RESULTS

Between January 2011 and December 2015, there were 38,530 episodes of hospitalization by ACSC in 26,501 patients of EPS Sanitas . Of these, 58.7% were women and the median age was 48 years (p25-p75: 12–71 years). In 453 (1.7%) cases, the final discharge status was due to patient death. As for hospital stay, the median was four days (p25-p75: 3–6 days), with the highest admission rate in the regional Bogotá (61%). Sociodemographic characteristics according to the type of ACSC (acute versus chronic) are shown in Table 1 .

Table 1 Sociodemographic characteristics by type of ACSC. 

Characteristic Acute ACSC Chronic ACSC
Patients – n 14,873 11,628
Age – median (p25–p75) 32 (7–62) 62 (30–76)
Sex – n (%)
Male 5,089 (34.2%) 5,857 (50.4%)
Female 9,784 (65.8%) 5,771 (49.6%)
Deaths – n (%) 92 (0.6%) 361 (3.1%)
Hospitalizations – n 19,256 19,274
Regional – n (%)
Bogotá 11,568 (60.1%) 11,926 (61.9%)
Barranquilla 1,954 (10.2%) 1,956 (10.2%)
Medellín 1,655 (8.6%) 2,249 (11.7%)
Cali 1,196 (6.2%) 1,415 (7.3%)
Bucaramanga 1,423 (7.4%) 922 (4.8%)
Central east 1,460 (7.6%) 806 (4.2%)
Hospital stay – median (p25–p75) 4 (3–6) 4 (3–7)
Year – n
2011 3,472 4,362
2012 3,880 3,808
2013 4,057 3,590
2014 3,807 3,710
2015 4,040 3,804

ACSC: ambulatory care sensitive conditions

The ACSC hospitalizations crude rate decreased from 112.4 hospitalizations per 10,000 enrollees in 2011 to 71.7 hospitalizations per 10,000 enrollees in 2015. Age-adjusted ACSC hospitalization rates changed from 102.1 hospitalizations per 10,000 enrollees in 2011 to 68.4 hospitalizations per 10,000 enrollees in 2015. On the other hand, acute ACSC crude rates ranged from 49.8 (2011) to 36.9 (2015) hospitalizations per 10,000 enrollees, while rates for chronic conditions were between 62.6 (2011) and 34.8 (2015) hospitalizations per 10,000 enrollees. Acute and chronic age-adjusted ACSC rates are presented in Table 2 .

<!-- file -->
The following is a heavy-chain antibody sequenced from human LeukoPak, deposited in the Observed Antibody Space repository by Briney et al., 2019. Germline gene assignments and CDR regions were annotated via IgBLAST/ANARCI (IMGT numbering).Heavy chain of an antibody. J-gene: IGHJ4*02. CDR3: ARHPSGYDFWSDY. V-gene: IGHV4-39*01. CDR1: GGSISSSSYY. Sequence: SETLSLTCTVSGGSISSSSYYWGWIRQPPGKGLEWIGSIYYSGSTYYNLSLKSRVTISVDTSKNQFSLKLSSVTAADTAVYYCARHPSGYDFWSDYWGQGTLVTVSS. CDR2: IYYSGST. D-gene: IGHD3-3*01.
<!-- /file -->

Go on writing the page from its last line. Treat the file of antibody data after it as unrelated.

Table 2 Age-adjusted ACSC hospitalization rates (x 10,000 enrollees). 

ACSC 2011 2012 2013 2014 2015 PCA (%)





Hospitalizations Rate (95%CI) Hospitalizations Rate (95%CI) Hospitalizations Rate (95%CI) Hospitalizations Rate (95%CI) Hospitalizations Rate (95%CI)
Acute 3,472 49.55 (47.75–51.34) 3,880 51.81 (50.02–53.60) 4,057 49.59 (47.93–51.24) 3,807 39.50 (38.14–40.85) 4,040 37.58 (36.33–38.82) -8.1
Urinary tract infections or pyelonephritis 2,222 31.17 (29.75–32.59) 2,381 30.97 (29.59–32.34) 2,538 30.48 (29.19–31.78) 2,320 23.39 (22.36–24.42) 2,558 23.10 (22.14–24.06) -8.5
Cellulitis gangrene 827 11.74 (10.88–12.61) 931 12.25(11.39–13.10) 919 11.13 (10.35–11.91) 886 9.04 (8.40–9.68) 856 7.97 (7.39–8.54) -10.4
Pelvic inflammatory disease 157 2.07 (1.74–2.39) 181 2.28 (1.95–2.62) 202 2.25 (1.93–2.56) 186 1.73 (1.48–1.98) 196 1.60 (1.37–1.82) -8.0a
Dehydration 74 1.38 (1.05–1.72) 128 2.23 (1.82–2.65) 126 1.93 (1.57–2.29) 146 2.06 (1.71–2.41) 132 1.53 (1.25–1.80) -1.5a
Ear, nose, and throat infections 71 1.43 (1.09–1.78) 105 1.99 (1.59–2.38) 120 2.01 (1.64–2.39) 105 1.6 (1.29–1.91) 136 1.86 (1.54–2.18) 1.9a
Bleeding or perforated ulcer 20 0.20 (0.11–0.28) 53 0.49 (0.35–0.63) 61 0.51 (0.38–0.64) 75 0.56 (0.43–0.69) 57 0.38 (0.28–0.48) 6.2a